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View Full Version : Not really a stupid question, but kinda



whateg0
07-09-2006, 01:55 AM
I have a 135A welder. It has done everything I have needed it to do so far. I keep reading that you need to have bigger welder to do thicker metals. I have no visions of me welding 3/4" plate with my welder, but I have welded 5/16 with it. Is there a problem with using a smaller welder for thicker pieces using multiple passes?

Dave

SDwelder85
07-09-2006, 07:23 AM
Well if it works it works man... but I would be vary cautious about how safe your beads are with the thicker metal...

trial&error
07-09-2006, 08:20 AM
for small hobby projects there's no problem, a very skilled welder can make critical welds with a small unit, however, many of us on here do not have the experience to safely do this.
can you weld a table with it yes, can you weld a trailer with it yes (but i wouldn't) a small unit is best suited for small jobs (tubing,sheetmetal), you need more current/heat for thicker material, especially anything structural or safety related. can it be done yes should it be done no

Monte55
07-09-2006, 09:52 AM
:) I have a Miller Cricket XL.......90 amp at 20 % ..it is my first mig welder. I bought it used. I am really
impressed with what it can do. I have welded 1/2 " round cold steel to
1 1/2 x 1 1/2 x 3/16 angle . That's a lot to fill where they meet but it did it. Would I try the same thing in the middle of a 36" x 36" sheet x1/4 "........no.....I would probably loose my heat too fast. If the joint was prepaired properly I see no problem putting 2 pieces of
5/16" together. It's all about keeping it hot. When the newer Miller welders started coming out like the 130 I thought about upgrading untill I read the specs. Still put out 90 amp at
20% duty cycle. I think Miller and Lincoln had a war on who could put the larger number
in their model number.. kind of like air compressor mfgs and their claims. Now my 90 amp Miller is running .023 and used on body work and if I ever need to go to the field. It still works great!!!!!!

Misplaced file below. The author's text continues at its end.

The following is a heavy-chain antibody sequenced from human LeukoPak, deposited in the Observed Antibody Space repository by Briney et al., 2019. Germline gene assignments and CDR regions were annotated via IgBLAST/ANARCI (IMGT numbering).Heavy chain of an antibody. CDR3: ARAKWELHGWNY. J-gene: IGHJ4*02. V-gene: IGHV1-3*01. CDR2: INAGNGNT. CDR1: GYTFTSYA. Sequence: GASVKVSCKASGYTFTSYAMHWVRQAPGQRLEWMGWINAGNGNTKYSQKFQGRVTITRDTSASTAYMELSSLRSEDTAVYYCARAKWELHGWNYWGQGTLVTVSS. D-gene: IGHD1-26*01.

vicegrip
07-09-2006, 10:32 AM
back in the gokart days we kids had a little red welder , and of course we found it's limmits early on .... then we realised multiple passes were fine accept that the initial passes down below were nowhere nere adequit in penitration.....so we started using a propane torch , to get the region to be welded as hot as we could get it ....then our initial passes showed much better penitration , and our welds were good


if you build a three story balconey , may want to get a welder -proper!

BillC
07-09-2006, 11:10 AM
Based on Hobart's door chart, small MIG welders up to the 140 amp class are suitable for 1/8 steel and below with solid wire and C25 shielding gas. Can you use straight CO2 instead? Sure, if your machine has an extra 2 load volts available. But you don't, so you have to decrease the WFS (amperage) to obtain a stable arc and you end up with less weld power.

Hobart claims up to 1/4 with flux core and the Hobart Competitive Comparison chart states that welders in this amperage class should not be used on 5/16 steel. From the statement that 5/16 is not recommended, I infer that 1/4 is marginal, and 3/16 is probably the practical limit.

But this is all hypothetical and personal opinion. Opinions are like... (you can fill in the rest ;) ) The only true way to decide if a machine is capable of producing a good weld is to test it and prove it...

Regards,

Hotfoot
07-09-2006, 11:25 AM
Hey, Monte: My first MIG was a Miller Sidekick 90 amp, and it was a sweetheart!:)

Teeps
07-09-2006, 11:38 AM
There are simply some things that can't be done with a 110 volt welder.

Yes Preheat with propane helps, and I use a weed burner all the time.

Having said that if you don't have the experience to know where to draw the line, especially on a critical, or structural joint, you'd better go by the manuf. specs on the welder capability, or work with someone more experienced! (second option being good in either case!)

whateg0
07-10-2006, 10:39 AM
Thanks for the replies.

I have always had access to an old red buzzbox, so that's what I've used when I needed to weld something structural that was too thick for my small welder. Good information to have though. Thanks again.

Dave

whateg0
07-11-2006, 03:39 AM
I have read some and looked at charts and I'm confused, or maybe I'm not; I can't tell. (Or maybe that's just the way I am.) According to most of the charts I have looked at, thicker materials require thicker wire. Does that mean that thicker wires run hotter? I have always used 0.035 because, well, that's what I keep buying, and it has worked fine for me on sheetmetal and everything else I've welded. I am getting ready to buy another spool of wire, (after reading a few threads here, I'm thinking of ordering some HB-28 from Cyberweld) and want to get what should work best for me. (I know that's a very vague statement. Sorry.)

I've also been fighting porosity. Can that be related to the wire quality? Know what? I think I'll take some pics, if I can find the camera, and start another thread.

Dave